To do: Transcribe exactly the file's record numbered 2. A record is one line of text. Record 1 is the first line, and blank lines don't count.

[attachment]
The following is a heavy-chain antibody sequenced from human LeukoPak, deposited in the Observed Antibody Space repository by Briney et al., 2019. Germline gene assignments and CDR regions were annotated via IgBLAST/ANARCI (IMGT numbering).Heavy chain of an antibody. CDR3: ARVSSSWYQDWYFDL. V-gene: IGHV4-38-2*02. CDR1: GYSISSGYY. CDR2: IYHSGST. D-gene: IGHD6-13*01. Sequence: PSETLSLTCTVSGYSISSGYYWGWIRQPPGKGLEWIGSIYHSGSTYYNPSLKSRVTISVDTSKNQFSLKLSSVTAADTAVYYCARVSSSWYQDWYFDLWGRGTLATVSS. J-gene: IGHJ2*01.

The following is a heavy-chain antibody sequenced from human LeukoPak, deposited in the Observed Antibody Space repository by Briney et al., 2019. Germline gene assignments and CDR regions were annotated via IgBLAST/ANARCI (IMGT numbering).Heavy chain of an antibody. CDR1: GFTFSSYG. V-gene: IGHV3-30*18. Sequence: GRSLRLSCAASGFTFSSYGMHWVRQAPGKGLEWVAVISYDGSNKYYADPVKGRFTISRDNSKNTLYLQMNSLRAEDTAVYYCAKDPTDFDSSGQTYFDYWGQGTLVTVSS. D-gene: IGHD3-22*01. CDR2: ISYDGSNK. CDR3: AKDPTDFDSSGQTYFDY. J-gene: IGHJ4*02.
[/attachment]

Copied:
The following is a heavy-chain antibody sequenced from human LeukoPak, deposited in the Observed Antibody Space repository by Briney et al., 2019. Germline gene assignments and CDR regions were annotated via IgBLAST/ANARCI (IMGT numbering).Heavy chain of an antibody. CDR1: GFTFSSYG. V-gene: IGHV3-30*18. Sequence: GRSLRLSCAASGFTFSSYGMHWVRQAPGKGLEWVAVISYDGSNKYYADPVKGRFTISRDNSKNTLYLQMNSLRAEDTAVYYCAKDPTDFDSSGQTYFDYWGQGTLVTVSS. D-gene: IGHD3-22*01. CDR2: ISYDGSNK. CDR3: AKDPTDFDSSGQTYFDY. J-gene: IGHJ4*02.